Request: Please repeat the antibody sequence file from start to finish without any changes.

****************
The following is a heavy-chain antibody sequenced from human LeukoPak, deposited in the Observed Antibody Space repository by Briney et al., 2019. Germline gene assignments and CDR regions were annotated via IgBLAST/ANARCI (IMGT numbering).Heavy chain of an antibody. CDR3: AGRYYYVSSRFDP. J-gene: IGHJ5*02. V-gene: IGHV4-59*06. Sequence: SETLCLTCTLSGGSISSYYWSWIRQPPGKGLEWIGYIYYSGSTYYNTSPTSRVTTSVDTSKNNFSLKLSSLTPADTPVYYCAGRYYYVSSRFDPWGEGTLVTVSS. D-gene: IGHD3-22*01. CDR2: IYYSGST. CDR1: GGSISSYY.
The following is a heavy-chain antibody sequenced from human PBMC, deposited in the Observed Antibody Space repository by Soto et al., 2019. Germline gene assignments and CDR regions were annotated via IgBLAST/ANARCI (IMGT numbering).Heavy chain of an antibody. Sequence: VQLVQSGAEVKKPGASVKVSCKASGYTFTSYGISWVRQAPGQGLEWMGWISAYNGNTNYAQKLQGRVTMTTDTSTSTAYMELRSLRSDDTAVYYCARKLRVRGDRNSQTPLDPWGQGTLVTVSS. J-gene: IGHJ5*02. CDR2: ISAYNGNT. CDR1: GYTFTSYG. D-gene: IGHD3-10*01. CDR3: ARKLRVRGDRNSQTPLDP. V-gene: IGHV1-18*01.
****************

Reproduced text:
The following is a heavy-chain antibody sequenced from human LeukoPak, deposited in the Observed Antibody Space repository by Briney et al., 2019. Germline gene assignments and CDR regions were annotated via IgBLAST/ANARCI (IMGT numbering).Heavy chain of an antibody. CDR3: AGRYYYVSSRFDP. J-gene: IGHJ5*02. V-gene: IGHV4-59*06. Sequence: SETLCLTCTLSGGSISSYYWSWIRQPPGKGLEWIGYIYYSGSTYYNTSPTSRVTTSVDTSKNNFSLKLSSLTPADTPVYYCAGRYYYVSSRFDPWGEGTLVTVSS. D-gene: IGHD3-22*01. CDR2: IYYSGST. CDR1: GGSISSYY.
The following is a heavy-chain antibody sequenced from human PBMC, deposited in the Observed Antibody Space repository by Soto et al., 2019. Germline gene assignments and CDR regions were annotated via IgBLAST/ANARCI (IMGT numbering).Heavy chain of an antibody. Sequence: VQLVQSGAEVKKPGASVKVSCKASGYTFTSYGISWVRQAPGQGLEWMGWISAYNGNTNYAQKLQGRVTMTTDTSTSTAYMELRSLRSDDTAVYYCARKLRVRGDRNSQTPLDPWGQGTLVTVSS. J-gene: IGHJ5*02. CDR2: ISAYNGNT. CDR1: GYTFTSYG. D-gene: IGHD3-10*01. CDR3: ARKLRVRGDRNSQTPLDP. V-gene: IGHV1-18*01.